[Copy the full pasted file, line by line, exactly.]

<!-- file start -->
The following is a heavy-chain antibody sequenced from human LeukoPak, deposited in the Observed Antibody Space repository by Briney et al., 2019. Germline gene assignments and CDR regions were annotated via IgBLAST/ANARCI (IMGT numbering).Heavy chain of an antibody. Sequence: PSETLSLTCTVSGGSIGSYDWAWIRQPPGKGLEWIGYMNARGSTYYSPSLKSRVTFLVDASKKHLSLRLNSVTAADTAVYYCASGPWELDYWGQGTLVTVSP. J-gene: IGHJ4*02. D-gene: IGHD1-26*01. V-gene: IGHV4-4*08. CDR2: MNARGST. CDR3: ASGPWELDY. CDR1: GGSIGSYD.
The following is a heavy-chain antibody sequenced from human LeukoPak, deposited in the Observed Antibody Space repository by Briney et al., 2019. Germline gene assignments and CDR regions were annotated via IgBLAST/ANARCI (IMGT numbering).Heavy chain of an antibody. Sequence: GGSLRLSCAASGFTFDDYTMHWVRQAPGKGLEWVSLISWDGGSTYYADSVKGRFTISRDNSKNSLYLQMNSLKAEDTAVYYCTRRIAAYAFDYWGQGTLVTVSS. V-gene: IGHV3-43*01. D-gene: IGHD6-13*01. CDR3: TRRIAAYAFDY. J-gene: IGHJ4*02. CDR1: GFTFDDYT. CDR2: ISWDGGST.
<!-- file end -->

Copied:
The following is a heavy-chain antibody sequenced from human LeukoPak, deposited in the Observed Antibody Space repository by Briney et al., 2019. Germline gene assignments and CDR regions were annotated via IgBLAST/ANARCI (IMGT numbering).Heavy chain of an antibody. Sequence: PSETLSLTCTVSGGSIGSYDWAWIRQPPGKGLEWIGYMNARGSTYYSPSLKSRVTFLVDASKKHLSLRLNSVTAADTAVYYCASGPWELDYWGQGTLVTVSP. J-gene: IGHJ4*02. D-gene: IGHD1-26*01. V-gene: IGHV4-4*08. CDR2: MNARGST. CDR3: ASGPWELDY. CDR1: GGSIGSYD.
The following is a heavy-chain antibody sequenced from human LeukoPak, deposited in the Observed Antibody Space repository by Briney et al., 2019. Germline gene assignments and CDR regions were annotated via IgBLAST/ANARCI (IMGT numbering).Heavy chain of an antibody. Sequence: GGSLRLSCAASGFTFDDYTMHWVRQAPGKGLEWVSLISWDGGSTYYADSVKGRFTISRDNSKNSLYLQMNSLKAEDTAVYYCTRRIAAYAFDYWGQGTLVTVSS. V-gene: IGHV3-43*01. D-gene: IGHD6-13*01. CDR3: TRRIAAYAFDY. J-gene: IGHJ4*02. CDR1: GFTFDDYT. CDR2: ISWDGGST.